The integration or sequential use of different remediation technologies, also referred to as a combined remedy, has become an emerging strategy for the treatment of contaminated sites. Coupling chemical oxidation using persulfate with enhanced bioremediation (EBR) under sulfate reducing conditions is a plausible combined remedy. To characterize the role of the mass removal processes (e.g., chemical oxidation vs. sulfate reduction) and to quantify the impact of persulfate on indigenous microbial processes in a combined persulfate/EBR treatment system, a pilot-scale field experiment was conducted in a 24-m long sheet pile-walled gate over a period of approximately 400d. After dissolved benzene, toluene, and o-xylene (BTX) quasi steady-state plumes were developed, two persulfate injection episodes were performed 10d apart to create a chemical oxidation (ChemOx) zone. High-resolution monitoring was conducted to observe the migration of the ChemOx zone and transition into an EBR zone. Mass loss estimates and geochemical indicators were used to identify the distinct transition between the ChemOx and enhanced biological reactive zones. Compound specific isotope analysis (CSIA) was used to distinguish the dominant mass removal process, and to investigate the occurrence of microbial sulfate reduction. BTX metabolites and reverse-transcriptase quantitative polymerase chain reaction analyses of expressed biodegradation genes (as mRNA) were also used to characterize the response of indigenous microorganisms (especially sulfate-reducing bacteria) to the added persulfate. Multiple lines of evidence supported the conclusion that chemical oxidation was the dominant mass removal process in the vicinity of the injection zone, while enhanced biodegradation dominated BTX degradation in the downgradient portions of the system. The CSIA and supporting molecular biological data were critical in documenting temporally and spatially distinctive zones in this system that were dominated by either chemical-oxidation or anaerobic-biodegradation processes. Initially, persulfate had an inhibitory impact on the activity of the indigenous microbial community, but this was followed by a substantial rebound of microbial activity to above baseline levels. The results from this investigation demonstrate that the suite of diagnostic tools employed can be used to distinguish between chemical oxidation using persulfate and the subsequent effects of the produced sulfate.

Integrated Plume Treatment Using Persulfate Coupled with Microbial Sulfate Reduction

Aravena, Ramon;Marchesi, Massimo;
2018-01-01

Abstract

The integration or sequential use of different remediation technologies, also referred to as a combined remedy, has become an emerging strategy for the treatment of contaminated sites. Coupling chemical oxidation using persulfate with enhanced bioremediation (EBR) under sulfate reducing conditions is a plausible combined remedy. To characterize the role of the mass removal processes (e.g., chemical oxidation vs. sulfate reduction) and to quantify the impact of persulfate on indigenous microbial processes in a combined persulfate/EBR treatment system, a pilot-scale field experiment was conducted in a 24-m long sheet pile-walled gate over a period of approximately 400d. After dissolved benzene, toluene, and o-xylene (BTX) quasi steady-state plumes were developed, two persulfate injection episodes were performed 10d apart to create a chemical oxidation (ChemOx) zone. High-resolution monitoring was conducted to observe the migration of the ChemOx zone and transition into an EBR zone. Mass loss estimates and geochemical indicators were used to identify the distinct transition between the ChemOx and enhanced biological reactive zones. Compound specific isotope analysis (CSIA) was used to distinguish the dominant mass removal process, and to investigate the occurrence of microbial sulfate reduction. BTX metabolites and reverse-transcriptase quantitative polymerase chain reaction analyses of expressed biodegradation genes (as mRNA) were also used to characterize the response of indigenous microorganisms (especially sulfate-reducing bacteria) to the added persulfate. Multiple lines of evidence supported the conclusion that chemical oxidation was the dominant mass removal process in the vicinity of the injection zone, while enhanced biodegradation dominated BTX degradation in the downgradient portions of the system. The CSIA and supporting molecular biological data were critical in documenting temporally and spatially distinctive zones in this system that were dominated by either chemical-oxidation or anaerobic-biodegradation processes. Initially, persulfate had an inhibitory impact on the activity of the indigenous microbial community, but this was followed by a substantial rebound of microbial activity to above baseline levels. The results from this investigation demonstrate that the suite of diagnostic tools employed can be used to distinguish between chemical oxidation using persulfate and the subsequent effects of the produced sulfate.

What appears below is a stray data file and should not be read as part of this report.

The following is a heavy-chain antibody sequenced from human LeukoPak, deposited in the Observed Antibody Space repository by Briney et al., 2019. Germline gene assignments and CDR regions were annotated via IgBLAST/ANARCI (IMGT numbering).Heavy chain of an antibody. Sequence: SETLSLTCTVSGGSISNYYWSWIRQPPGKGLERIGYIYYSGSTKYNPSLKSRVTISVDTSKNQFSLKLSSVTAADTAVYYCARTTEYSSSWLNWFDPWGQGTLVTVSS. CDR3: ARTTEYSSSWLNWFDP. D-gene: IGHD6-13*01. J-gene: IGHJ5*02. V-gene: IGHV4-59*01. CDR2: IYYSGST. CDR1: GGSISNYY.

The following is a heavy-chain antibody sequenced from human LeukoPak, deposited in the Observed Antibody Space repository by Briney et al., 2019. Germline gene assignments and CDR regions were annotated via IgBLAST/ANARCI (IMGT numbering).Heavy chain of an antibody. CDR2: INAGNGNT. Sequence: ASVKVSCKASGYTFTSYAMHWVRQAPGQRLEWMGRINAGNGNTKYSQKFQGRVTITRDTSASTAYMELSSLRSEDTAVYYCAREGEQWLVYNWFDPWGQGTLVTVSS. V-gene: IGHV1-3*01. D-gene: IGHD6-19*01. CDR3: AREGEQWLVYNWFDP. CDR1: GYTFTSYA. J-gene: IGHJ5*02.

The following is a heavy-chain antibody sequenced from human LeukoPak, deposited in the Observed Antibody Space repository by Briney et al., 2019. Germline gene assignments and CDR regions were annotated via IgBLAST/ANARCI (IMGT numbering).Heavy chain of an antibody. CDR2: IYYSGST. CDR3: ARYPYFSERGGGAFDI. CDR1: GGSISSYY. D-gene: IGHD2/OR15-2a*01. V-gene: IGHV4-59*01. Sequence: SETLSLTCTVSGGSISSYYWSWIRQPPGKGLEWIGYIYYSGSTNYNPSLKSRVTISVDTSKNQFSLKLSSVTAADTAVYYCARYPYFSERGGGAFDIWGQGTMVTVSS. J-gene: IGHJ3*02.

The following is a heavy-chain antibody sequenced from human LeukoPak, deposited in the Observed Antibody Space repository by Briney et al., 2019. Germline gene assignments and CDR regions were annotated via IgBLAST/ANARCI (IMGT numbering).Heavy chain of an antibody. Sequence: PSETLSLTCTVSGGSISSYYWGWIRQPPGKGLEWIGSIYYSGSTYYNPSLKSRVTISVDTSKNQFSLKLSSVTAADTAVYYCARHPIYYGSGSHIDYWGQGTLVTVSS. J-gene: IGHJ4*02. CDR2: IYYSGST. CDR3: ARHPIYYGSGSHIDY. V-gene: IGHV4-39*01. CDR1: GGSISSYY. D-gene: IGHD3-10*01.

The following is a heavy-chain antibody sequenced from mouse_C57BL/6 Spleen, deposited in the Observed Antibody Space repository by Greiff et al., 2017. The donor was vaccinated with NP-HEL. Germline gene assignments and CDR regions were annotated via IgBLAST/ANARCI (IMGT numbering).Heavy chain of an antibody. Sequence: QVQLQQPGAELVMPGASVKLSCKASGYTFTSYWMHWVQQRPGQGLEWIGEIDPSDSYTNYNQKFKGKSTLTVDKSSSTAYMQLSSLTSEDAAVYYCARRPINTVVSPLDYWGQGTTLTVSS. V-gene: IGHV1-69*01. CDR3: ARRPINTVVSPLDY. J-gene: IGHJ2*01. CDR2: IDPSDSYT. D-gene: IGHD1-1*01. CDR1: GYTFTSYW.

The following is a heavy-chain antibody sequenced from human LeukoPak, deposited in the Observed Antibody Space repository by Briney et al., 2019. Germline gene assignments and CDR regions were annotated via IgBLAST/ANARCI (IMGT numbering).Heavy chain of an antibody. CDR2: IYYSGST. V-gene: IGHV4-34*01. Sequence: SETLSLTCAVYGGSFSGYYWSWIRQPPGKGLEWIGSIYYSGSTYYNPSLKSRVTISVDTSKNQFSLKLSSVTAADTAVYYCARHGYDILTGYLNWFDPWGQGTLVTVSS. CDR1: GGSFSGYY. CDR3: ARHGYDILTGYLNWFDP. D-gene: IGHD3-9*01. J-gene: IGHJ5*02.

2018
Civil and Structural Engineering; Water Science and Technology
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Utilizza questo identificativo per citare o creare un link a questo documento: https://hdl.handle.net/11311/1063488
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